The Law and Economics of Class Actions in Europe
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The Law and Economics of Class Actions in Europe

Lessons from America

Edited by Jürgen G. Backhaus, Alberto Cassone and Giovanni B. Ramello

This well-documented book discusses the power and limitations of class actions with insights and analysis from a panel of distinguished scholars. It pays special attention to the introduction and the applicability of such a legal device in European civil law countries. The book offers a broad legal and economic investigation, drawing insights from US judicial experience and giving a rigorous discussion of both the philosophical and constitutional aspects and the economic mechanisms and incentives set up by class actions.
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Chapter 2: Class Actions in the US Experience: The Legal Perspective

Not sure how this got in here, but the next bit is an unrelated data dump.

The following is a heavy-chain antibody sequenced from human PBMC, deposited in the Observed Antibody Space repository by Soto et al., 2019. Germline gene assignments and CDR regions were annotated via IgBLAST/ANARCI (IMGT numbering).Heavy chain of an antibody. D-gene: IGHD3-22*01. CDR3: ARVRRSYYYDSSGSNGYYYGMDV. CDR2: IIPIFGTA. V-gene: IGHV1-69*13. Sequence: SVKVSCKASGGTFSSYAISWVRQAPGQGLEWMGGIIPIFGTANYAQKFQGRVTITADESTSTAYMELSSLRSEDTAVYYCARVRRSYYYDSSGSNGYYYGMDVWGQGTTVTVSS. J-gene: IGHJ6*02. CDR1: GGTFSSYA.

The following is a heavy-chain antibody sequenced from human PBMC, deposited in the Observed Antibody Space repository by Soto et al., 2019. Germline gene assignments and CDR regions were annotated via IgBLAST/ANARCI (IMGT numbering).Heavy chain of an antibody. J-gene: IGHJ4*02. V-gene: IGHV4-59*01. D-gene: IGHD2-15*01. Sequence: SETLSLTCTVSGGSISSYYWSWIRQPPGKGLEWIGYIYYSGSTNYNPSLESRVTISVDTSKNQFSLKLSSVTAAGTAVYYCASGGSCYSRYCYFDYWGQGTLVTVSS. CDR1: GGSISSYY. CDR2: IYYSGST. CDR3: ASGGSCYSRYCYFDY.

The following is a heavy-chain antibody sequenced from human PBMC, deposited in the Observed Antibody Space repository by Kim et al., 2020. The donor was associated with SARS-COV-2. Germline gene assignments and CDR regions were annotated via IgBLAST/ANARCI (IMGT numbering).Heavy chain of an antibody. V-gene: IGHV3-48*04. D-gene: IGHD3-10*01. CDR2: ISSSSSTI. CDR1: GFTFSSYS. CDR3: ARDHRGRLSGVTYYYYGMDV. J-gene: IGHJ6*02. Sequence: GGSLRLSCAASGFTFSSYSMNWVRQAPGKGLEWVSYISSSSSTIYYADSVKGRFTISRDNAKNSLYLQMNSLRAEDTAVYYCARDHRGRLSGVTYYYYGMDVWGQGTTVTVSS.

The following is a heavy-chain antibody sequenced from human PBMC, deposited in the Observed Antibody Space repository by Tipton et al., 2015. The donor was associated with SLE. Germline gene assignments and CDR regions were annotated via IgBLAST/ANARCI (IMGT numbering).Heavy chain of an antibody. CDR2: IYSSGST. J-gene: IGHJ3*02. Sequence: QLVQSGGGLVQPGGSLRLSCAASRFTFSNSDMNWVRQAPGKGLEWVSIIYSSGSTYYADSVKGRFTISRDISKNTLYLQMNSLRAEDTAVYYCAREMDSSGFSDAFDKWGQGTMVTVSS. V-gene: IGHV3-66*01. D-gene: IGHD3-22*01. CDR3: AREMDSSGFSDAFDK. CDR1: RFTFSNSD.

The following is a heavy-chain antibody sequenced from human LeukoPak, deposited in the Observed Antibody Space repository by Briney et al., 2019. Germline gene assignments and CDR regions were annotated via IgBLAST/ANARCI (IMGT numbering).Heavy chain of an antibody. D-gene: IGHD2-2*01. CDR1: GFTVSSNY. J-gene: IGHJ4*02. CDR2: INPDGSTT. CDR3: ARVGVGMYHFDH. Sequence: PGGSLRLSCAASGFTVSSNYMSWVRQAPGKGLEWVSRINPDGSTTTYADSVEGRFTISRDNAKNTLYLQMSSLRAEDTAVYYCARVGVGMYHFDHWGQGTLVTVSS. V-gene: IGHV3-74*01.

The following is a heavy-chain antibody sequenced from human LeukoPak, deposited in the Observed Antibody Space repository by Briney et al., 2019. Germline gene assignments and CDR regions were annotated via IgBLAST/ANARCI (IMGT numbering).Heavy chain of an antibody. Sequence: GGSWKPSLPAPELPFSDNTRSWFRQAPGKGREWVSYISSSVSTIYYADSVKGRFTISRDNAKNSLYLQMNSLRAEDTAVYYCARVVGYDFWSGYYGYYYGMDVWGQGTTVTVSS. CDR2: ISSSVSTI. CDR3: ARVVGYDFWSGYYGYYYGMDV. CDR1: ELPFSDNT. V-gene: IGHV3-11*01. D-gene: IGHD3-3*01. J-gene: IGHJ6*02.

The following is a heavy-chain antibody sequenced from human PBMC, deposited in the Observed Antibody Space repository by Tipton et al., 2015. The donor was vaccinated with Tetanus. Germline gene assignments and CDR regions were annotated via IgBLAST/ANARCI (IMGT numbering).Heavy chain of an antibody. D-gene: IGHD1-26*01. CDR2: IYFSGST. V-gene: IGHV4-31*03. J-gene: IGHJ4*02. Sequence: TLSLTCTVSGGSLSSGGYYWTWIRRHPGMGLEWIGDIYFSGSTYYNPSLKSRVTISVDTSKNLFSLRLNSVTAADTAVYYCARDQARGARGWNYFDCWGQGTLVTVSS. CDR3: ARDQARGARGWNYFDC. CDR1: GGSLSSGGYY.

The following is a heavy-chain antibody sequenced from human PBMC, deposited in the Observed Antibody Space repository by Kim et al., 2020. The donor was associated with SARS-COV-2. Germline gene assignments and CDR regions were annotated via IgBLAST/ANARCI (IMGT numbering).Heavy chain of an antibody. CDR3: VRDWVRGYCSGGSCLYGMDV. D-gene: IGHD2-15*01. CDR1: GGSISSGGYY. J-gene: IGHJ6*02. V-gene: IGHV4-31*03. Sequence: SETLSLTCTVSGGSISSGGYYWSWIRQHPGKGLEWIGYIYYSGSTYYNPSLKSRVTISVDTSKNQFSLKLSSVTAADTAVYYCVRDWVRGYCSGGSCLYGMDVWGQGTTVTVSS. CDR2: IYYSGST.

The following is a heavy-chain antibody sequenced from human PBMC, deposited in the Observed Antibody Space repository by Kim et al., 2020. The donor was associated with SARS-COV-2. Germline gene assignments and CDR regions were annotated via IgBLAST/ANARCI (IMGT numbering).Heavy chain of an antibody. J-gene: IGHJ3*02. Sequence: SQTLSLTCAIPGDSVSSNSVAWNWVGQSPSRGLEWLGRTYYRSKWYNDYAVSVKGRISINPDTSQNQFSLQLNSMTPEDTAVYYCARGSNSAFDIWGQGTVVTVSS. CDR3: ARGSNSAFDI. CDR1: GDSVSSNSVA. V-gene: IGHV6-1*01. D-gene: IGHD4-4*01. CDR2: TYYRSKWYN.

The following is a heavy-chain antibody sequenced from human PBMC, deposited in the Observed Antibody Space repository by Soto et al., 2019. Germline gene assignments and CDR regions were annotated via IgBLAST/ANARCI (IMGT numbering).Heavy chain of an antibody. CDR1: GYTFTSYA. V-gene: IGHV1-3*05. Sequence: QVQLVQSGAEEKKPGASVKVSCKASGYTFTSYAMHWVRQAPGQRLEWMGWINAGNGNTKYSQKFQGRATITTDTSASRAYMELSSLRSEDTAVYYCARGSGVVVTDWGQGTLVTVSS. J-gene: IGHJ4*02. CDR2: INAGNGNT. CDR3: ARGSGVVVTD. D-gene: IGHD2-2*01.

Guido Calabresi


JOBNAME: Ramello PAGE: 1 SESS: 4 OUTPUT: Tue Feb 28 11:47:52 2012 2. Class actions in the U.S. experience: the legal perspective Hon. Guido Calabresi A couple of days ago, literally as I was about to leave for this conference, I received two cheques in the mail, one for sixty dollars and ninety-eight cents and the other for six dollars and twelve cents. They were my shares of a class action suit brought against my insurance agent. This was originally a local agent who had bought insurance for me on most all I have – from my house to my car to everything else. The insurance agent many years earlier had been bought by a national company. I hardly knew any of this, but someone had brought a class action suit against the national company, claiming, apparently correctly, that these agents (who are supposed to be my agents) instead of presenting me with the various available insurances at the lowest prices were simply signing up me – and people all over the United States – with those who gave the agents the greatest profit margins. The suit successfully led the national company to settle very quickly. I was a bit aware of the existence of this suit; I sort of knew of it, but barely. Until the suit, I had not known of these practices of the agent. And, to this day, I have no idea what proportion sixty dollars and ninety-eight cents, for one thing, and six dollars and twelve...

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